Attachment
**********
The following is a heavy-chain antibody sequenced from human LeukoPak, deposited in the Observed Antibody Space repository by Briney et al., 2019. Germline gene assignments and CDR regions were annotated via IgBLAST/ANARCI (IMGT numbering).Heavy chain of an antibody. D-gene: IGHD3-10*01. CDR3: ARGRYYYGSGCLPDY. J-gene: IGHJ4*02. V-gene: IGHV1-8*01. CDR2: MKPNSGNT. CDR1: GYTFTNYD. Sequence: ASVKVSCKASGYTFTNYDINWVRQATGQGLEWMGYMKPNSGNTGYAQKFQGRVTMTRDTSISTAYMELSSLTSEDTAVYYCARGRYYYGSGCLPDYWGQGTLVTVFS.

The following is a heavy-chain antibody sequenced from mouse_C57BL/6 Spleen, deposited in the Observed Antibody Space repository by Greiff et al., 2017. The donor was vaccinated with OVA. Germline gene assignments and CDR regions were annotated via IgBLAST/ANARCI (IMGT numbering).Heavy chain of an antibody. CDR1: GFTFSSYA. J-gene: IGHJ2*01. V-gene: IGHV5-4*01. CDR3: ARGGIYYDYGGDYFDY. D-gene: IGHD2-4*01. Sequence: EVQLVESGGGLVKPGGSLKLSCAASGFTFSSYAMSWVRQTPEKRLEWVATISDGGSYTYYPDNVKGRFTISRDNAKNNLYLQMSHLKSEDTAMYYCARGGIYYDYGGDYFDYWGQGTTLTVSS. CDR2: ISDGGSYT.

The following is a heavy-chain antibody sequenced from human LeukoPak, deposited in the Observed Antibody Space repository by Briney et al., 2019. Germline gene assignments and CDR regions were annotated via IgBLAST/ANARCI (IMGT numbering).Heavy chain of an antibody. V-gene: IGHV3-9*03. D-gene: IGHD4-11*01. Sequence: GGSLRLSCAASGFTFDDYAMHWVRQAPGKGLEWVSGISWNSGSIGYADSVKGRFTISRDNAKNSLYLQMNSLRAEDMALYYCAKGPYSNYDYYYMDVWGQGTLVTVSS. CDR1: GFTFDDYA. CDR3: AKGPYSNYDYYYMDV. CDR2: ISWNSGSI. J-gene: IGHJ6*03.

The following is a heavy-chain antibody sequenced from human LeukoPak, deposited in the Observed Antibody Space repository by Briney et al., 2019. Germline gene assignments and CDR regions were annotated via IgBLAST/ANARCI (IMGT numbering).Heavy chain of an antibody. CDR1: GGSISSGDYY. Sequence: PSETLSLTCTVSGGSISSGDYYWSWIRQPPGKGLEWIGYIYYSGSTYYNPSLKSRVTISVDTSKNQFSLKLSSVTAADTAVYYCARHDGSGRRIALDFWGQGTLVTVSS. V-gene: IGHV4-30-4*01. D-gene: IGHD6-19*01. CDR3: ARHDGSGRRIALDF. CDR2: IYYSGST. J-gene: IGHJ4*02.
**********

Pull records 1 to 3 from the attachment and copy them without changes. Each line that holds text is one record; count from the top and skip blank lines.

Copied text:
The following is a heavy-chain antibody sequenced from human LeukoPak, deposited in the Observed Antibody Space repository by Briney et al., 2019. Germline gene assignments and CDR regions were annotated via IgBLAST/ANARCI (IMGT numbering).Heavy chain of an antibody. D-gene: IGHD3-10*01. CDR3: ARGRYYYGSGCLPDY. J-gene: IGHJ4*02. V-gene: IGHV1-8*01. CDR2: MKPNSGNT. CDR1: GYTFTNYD. Sequence: ASVKVSCKASGYTFTNYDINWVRQATGQGLEWMGYMKPNSGNTGYAQKFQGRVTMTRDTSISTAYMELSSLTSEDTAVYYCARGRYYYGSGCLPDYWGQGTLVTVFS.

The following is a heavy-chain antibody sequenced from mouse_C57BL/6 Spleen, deposited in the Observed Antibody Space repository by Greiff et al., 2017. The donor was vaccinated with OVA. Germline gene assignments and CDR regions were annotated via IgBLAST/ANARCI (IMGT numbering).Heavy chain of an antibody. CDR1: GFTFSSYA. J-gene: IGHJ2*01. V-gene: IGHV5-4*01. CDR3: ARGGIYYDYGGDYFDY. D-gene: IGHD2-4*01. Sequence: EVQLVESGGGLVKPGGSLKLSCAASGFTFSSYAMSWVRQTPEKRLEWVATISDGGSYTYYPDNVKGRFTISRDNAKNNLYLQMSHLKSEDTAMYYCARGGIYYDYGGDYFDYWGQGTTLTVSS. CDR2: ISDGGSYT.

The following is a heavy-chain antibody sequenced from human LeukoPak, deposited in the Observed Antibody Space repository by Briney et al., 2019. Germline gene assignments and CDR regions were annotated via IgBLAST/ANARCI (IMGT numbering).Heavy chain of an antibody. V-gene: IGHV3-9*03. D-gene: IGHD4-11*01. Sequence: GGSLRLSCAASGFTFDDYAMHWVRQAPGKGLEWVSGISWNSGSIGYADSVKGRFTISRDNAKNSLYLQMNSLRAEDMALYYCAKGPYSNYDYYYMDVWGQGTLVTVSS. CDR1: GFTFDDYA. CDR3: AKGPYSNYDYYYMDV. CDR2: ISWNSGSI. J-gene: IGHJ6*03.